Superior mediastinal US may be employed as an effective preliminary imaging modality in a wide variety of clinical presentations. US can confirm or rule out the presence of a possible abnormality in patients presenting with a widened superior mediastinum on chest radiography. Similarly, US can also be used for studying superior mediastinal masses, for the evaluation of patients with cervical, supraclavicular and axillary lymphadenopathy, for contiguous mediastinal nodal extension and for follow up of known cases such as lymphoma, for monitoring response to treatment [4],[5]. Mediastinal US along with Doppler applications may find valuable and crucial information in suspected vascular masses and pseudo-masses [6]. US guidance can also be employed for performing biopsies / FNACs from abnormal areas or for aspiration of collections [7],[8]. High resolution imaging of the superior mediastinum is a sensitive imaging modality, of course with some limitations. However with careful attention to technique and positioning of the patient, most areas of superior mediastinum can be assessed, using arteries and veins as reference road maps. It must be reiterated that the value of US lies in its being economical, highly cost effective, easily available and a radiation free imaging modality.

   References Top

1.Wernecke K, Diederich S. Sonographic features of mediastinal tumors. AJR 1994; 163:1357-64   Back to cited text no. 1  [PUBMED]  
2.Wernecke K, Peters P, Galanski M. Mediastinal tumors. Evaluation with suprasternal US. Radiology 1986 ; 159: 405-409  Back to cited text no. 2    
3.Ikezoe J, Morimoto S, Arizawa J et al. Ultrasonography of mediastinal teratoma. JCU 1986 ; 14 : 513-520   Back to cited text no. 3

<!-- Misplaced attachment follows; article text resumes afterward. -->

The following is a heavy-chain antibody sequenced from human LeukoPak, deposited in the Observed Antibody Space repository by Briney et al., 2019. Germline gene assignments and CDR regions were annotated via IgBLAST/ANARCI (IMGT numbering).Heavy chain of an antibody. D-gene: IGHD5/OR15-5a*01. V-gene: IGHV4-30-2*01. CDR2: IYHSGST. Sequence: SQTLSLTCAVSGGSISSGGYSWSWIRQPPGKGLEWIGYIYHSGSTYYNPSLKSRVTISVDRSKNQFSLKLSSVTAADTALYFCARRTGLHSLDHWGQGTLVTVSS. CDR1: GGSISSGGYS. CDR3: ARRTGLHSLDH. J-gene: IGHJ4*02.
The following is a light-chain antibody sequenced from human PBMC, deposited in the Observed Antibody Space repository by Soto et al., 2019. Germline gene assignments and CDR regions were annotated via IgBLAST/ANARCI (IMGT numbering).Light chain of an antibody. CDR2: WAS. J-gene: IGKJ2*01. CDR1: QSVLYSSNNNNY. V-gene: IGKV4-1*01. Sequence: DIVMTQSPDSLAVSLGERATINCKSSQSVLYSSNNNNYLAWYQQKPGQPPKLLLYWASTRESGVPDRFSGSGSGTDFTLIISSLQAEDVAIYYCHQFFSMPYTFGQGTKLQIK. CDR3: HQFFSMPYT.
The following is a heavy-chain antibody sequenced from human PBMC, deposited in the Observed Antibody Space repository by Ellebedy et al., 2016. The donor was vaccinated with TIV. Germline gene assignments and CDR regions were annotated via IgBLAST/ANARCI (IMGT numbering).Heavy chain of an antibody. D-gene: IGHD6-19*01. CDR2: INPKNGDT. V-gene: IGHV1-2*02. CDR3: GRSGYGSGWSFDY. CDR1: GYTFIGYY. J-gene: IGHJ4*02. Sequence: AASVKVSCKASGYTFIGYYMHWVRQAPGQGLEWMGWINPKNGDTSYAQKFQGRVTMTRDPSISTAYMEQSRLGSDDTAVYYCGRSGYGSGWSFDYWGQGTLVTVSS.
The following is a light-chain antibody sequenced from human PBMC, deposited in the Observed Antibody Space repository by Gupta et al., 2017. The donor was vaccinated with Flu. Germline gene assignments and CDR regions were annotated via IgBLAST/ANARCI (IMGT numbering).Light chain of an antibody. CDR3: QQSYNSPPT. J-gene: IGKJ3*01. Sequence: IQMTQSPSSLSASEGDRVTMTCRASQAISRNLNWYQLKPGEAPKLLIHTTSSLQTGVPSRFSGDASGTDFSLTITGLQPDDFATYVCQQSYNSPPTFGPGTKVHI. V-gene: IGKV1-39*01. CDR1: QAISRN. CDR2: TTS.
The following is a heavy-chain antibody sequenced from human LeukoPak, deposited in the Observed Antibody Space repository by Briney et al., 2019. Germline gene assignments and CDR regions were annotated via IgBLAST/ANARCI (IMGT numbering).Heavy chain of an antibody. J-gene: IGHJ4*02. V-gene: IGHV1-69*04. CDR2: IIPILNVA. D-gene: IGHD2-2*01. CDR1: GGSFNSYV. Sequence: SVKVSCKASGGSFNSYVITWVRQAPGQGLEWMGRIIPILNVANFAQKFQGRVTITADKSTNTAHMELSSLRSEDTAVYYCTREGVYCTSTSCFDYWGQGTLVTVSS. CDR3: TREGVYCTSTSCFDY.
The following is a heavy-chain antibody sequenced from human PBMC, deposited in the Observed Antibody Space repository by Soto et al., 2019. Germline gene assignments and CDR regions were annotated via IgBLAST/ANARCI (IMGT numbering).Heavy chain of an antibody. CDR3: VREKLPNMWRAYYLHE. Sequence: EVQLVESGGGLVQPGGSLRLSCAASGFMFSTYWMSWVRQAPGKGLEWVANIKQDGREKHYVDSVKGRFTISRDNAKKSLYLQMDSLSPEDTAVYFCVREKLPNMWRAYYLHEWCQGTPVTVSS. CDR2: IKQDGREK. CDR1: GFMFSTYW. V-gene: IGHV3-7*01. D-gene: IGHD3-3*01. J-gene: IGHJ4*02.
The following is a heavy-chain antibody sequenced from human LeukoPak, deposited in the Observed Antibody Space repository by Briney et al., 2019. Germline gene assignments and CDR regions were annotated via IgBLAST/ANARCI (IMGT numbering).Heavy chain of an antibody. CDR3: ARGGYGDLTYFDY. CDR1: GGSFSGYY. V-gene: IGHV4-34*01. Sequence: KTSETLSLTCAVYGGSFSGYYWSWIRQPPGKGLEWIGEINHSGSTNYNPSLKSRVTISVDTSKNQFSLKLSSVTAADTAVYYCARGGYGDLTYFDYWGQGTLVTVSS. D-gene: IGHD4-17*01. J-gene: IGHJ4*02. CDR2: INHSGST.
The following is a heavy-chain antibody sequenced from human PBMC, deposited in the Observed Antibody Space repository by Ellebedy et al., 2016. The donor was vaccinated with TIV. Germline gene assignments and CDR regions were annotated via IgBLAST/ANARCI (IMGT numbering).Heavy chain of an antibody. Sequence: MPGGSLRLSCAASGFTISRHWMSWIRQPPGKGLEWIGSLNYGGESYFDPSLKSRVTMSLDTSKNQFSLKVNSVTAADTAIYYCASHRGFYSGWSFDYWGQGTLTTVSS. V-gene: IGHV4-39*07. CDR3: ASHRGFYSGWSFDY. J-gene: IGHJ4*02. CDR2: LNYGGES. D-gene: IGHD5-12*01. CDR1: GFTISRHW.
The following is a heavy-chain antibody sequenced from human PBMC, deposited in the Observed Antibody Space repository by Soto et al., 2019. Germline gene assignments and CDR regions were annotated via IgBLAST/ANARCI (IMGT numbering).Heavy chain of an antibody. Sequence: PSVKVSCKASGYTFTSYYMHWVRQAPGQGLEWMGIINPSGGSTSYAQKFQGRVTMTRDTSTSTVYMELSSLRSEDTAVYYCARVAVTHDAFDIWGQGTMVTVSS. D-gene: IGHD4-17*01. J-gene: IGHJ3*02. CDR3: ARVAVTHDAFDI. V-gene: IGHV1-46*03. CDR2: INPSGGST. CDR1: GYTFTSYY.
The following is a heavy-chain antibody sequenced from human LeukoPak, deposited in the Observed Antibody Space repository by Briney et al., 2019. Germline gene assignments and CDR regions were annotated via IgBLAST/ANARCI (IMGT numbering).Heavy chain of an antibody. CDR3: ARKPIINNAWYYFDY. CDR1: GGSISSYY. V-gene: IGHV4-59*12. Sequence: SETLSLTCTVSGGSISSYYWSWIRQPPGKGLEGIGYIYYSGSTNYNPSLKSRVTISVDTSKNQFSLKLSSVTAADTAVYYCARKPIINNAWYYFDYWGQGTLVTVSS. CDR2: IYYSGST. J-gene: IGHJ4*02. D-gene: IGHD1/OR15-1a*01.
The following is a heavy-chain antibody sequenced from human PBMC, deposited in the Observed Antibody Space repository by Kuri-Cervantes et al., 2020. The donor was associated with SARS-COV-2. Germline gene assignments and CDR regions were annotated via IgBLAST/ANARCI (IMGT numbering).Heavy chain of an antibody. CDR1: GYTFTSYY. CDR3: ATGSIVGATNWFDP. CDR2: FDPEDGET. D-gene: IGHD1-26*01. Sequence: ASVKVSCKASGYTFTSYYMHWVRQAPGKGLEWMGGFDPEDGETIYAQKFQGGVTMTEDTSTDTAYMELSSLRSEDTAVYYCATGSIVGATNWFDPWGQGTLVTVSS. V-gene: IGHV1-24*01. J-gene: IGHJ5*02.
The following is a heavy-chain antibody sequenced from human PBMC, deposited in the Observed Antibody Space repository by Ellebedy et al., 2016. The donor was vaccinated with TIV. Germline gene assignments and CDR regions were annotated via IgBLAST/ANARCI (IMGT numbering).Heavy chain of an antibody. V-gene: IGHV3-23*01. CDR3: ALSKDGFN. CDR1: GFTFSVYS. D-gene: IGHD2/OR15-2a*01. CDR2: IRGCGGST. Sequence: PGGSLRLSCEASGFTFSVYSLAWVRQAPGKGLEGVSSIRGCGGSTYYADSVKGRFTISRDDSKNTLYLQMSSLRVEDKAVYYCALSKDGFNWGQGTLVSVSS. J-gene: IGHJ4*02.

4.Wernecke K, Varsalla P, Hoffman G, et al. Value of US in monitoring the therapeutic response of mediastinal lymphoma ; comparison with chest radiography and CT. AJR 1991;156: 265-272  Back to cited text no. 4    
5.Margli SI, Laing FC, Castelino RA. Current status of mediastinal US in the post treatment evaluation of patients with lymphoma. AJR 1991;157:647-673  Back to cited text no. 5    
6.Kasper W, Meinertz T, Kersting F, Lang K, Just H. Diagnosis of dissecting aortic aneurysm with superior mediastinal echocardiography. Am J Cardiol 1978; 42:291-294  Back to cited text no. 6    
7.Gupta S, Gulati M, Raghuvanshi A, Gupta D, Suri S. Sonographically guided fine needle aspiration biopsy of superior mediastinal lesions by the suprasternal route. AJR 1998;171:1303-6   Back to cited text no. 7    
8.Wernecke K, Vagallo P, Peters et al. Mediastinal tumours - biopsy under ultrasound guidance. Radiology 1989 ; 172 : 473-476  Back to cited text no. 8    

Correspondence Address:
S Ganesan
Department of Radiodiagnosis & Imaging INHS Asvini Colaba, Mumbai 400005
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Source of Support: None, Conflict of Interest: None

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[Figure - 1], [Figure - 2], [Figure - 3], [Figure - 4], [Figure - 5], [Figure - 6], [Figure - 7], [Figure - 8], [Figure - 9], [Figure - 10], [Figure - 11]